The Antibiography of Robert F. Menzies by Bernard Cohen
In the early years of the Howard government, the Liberal Party regularly evoked the legacy of its founder and Australia’s longest-serving prime minister, Sir Robert Gordon Menzies. The Menzies era symbolised a mythical ‘golden age’ of no-nonsense Australian culture, which the new government sought to emulate. Bernard Cohen’s fifth novel, however, posits Howard’s rhetorical resurrection of Menzies as also a literal one, returning him from the dead.
The revived Menzies – at first little more than a shadow in the background of government press conferences – quickly grows, both in strength and apathy. Disillusioned with the modern world, he soon escapes from Canberra, running at breakneck speed across the countryside and increasing rapidly in size. The government can neither confirm nor deny this is happening, but would much rather talk about the economy.
This premise sounds ridiculous – and it is – but it is only one element of Cohen’s multi-layered experiment with narrative, genre and character: littered with footnotes ruminating on Cohen’s thematic decisions and writing practice, the book practically reviews itself as it is being read. The Antibiography of Robert F. Menzies (the F, ostensibly, is for ‘Fucking’) also follows the voices of a mysterious Liberal Party figure and the frustrated Antibiographer, battling to tell the true story of the revenant former leader.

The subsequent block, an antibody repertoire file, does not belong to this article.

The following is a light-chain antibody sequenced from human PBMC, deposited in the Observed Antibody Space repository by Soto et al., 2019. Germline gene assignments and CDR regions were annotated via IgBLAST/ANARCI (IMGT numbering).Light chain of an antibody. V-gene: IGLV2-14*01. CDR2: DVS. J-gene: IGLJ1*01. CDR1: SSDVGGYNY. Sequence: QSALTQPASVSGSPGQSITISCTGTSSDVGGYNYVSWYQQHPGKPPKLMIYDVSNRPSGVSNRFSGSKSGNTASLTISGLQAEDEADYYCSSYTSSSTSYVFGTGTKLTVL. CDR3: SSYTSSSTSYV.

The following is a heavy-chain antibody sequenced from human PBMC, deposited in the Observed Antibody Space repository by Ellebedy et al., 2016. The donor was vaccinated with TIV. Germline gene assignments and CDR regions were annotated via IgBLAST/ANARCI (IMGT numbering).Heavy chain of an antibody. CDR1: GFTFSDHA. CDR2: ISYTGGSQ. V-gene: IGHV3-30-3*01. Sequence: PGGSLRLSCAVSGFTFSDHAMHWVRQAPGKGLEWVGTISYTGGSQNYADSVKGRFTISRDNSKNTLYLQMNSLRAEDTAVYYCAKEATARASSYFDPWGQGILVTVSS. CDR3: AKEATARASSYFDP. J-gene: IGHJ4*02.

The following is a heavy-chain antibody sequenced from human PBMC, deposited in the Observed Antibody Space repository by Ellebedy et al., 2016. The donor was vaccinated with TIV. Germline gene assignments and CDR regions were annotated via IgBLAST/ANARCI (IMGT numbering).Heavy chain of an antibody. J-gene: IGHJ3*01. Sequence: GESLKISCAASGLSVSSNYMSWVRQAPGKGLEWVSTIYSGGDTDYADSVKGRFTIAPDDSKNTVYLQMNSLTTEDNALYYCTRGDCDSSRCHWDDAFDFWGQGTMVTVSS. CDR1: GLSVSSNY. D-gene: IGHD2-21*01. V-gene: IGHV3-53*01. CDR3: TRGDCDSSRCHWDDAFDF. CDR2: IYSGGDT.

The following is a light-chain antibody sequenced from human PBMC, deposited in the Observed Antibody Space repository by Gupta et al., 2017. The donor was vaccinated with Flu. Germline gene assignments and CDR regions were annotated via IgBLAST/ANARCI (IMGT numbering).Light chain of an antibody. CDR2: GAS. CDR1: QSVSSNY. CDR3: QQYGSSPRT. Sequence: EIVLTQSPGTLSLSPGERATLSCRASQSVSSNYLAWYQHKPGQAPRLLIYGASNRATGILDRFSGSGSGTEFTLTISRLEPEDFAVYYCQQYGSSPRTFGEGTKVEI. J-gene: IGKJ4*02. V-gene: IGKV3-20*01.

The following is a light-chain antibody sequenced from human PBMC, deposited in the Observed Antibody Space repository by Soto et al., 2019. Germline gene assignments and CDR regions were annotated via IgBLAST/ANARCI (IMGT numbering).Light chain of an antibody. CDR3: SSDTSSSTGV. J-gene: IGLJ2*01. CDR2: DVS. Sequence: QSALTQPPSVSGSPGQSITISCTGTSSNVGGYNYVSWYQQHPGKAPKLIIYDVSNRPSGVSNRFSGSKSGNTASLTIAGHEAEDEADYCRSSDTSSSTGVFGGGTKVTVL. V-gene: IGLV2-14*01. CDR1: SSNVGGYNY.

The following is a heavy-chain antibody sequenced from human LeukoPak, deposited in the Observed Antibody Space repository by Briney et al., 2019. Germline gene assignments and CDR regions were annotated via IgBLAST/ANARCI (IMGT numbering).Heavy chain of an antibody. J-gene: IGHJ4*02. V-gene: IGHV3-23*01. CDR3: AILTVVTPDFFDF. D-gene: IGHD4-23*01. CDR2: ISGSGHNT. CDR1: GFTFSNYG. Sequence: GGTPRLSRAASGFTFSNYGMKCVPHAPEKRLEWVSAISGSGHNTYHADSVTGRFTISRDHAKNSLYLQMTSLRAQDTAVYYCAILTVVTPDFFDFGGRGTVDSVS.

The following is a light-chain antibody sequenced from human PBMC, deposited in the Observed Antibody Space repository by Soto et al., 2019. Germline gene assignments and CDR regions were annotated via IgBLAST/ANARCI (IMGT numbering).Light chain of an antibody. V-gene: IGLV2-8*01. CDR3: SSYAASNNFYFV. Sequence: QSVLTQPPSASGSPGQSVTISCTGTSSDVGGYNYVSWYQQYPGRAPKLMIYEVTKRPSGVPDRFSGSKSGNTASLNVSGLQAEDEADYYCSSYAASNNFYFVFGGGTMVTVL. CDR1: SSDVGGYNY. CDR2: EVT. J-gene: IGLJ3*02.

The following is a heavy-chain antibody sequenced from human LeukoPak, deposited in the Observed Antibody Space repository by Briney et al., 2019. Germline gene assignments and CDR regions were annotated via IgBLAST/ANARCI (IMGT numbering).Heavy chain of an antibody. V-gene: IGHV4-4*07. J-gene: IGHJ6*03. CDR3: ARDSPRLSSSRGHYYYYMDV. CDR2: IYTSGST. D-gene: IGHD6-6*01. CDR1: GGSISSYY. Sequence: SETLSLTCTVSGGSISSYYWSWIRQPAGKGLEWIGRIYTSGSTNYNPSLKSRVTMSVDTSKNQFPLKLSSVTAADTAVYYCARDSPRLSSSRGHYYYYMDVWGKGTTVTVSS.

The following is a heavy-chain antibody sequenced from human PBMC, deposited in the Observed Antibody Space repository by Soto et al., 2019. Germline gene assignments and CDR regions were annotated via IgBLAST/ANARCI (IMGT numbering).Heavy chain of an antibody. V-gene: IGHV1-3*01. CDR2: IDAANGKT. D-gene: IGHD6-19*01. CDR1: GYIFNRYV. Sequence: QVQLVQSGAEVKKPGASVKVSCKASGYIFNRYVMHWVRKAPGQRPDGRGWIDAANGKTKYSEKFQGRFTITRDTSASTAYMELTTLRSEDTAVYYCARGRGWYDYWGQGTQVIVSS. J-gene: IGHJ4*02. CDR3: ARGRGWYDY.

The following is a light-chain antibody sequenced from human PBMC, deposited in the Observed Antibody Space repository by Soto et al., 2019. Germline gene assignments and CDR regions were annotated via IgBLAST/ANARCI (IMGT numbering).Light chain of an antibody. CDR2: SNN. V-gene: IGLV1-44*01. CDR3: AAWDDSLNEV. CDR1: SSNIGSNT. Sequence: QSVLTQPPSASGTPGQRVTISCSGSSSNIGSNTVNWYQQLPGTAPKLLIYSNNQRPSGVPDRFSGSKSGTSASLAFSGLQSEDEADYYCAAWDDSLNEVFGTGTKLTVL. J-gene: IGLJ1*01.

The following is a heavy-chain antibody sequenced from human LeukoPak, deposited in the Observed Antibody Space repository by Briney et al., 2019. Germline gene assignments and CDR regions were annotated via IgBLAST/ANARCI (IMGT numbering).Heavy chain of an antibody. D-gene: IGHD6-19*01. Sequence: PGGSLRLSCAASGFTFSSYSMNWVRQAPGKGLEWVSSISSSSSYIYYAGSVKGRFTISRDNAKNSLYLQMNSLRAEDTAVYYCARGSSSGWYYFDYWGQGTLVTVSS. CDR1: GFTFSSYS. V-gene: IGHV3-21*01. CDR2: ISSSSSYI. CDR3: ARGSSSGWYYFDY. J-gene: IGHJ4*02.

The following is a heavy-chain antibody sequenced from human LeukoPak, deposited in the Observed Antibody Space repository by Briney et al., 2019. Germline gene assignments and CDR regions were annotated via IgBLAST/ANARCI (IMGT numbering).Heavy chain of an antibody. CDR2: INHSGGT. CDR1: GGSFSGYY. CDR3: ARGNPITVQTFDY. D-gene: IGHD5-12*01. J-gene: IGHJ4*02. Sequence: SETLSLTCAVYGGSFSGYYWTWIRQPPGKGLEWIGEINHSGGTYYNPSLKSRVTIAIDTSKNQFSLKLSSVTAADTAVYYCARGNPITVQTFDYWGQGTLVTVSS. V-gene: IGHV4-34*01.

It’s tough going in the beginning, but once you settle into Cohen’s style and rhythm, Antibiography offers biting observations on nostalgia, writing and the sorry state of political rhetoric with a dry, absurdist humour reminiscent of Tom Stoppard or Douglas Adams. By simultaneously writing and not-writing about Robert F. Menzies, Cohen has created an astonishing and seemingly paradoxical piece of literary art that shouldn’t work, but does.
Alan Vaarwerk is the editorial assistant for Readings Monthly.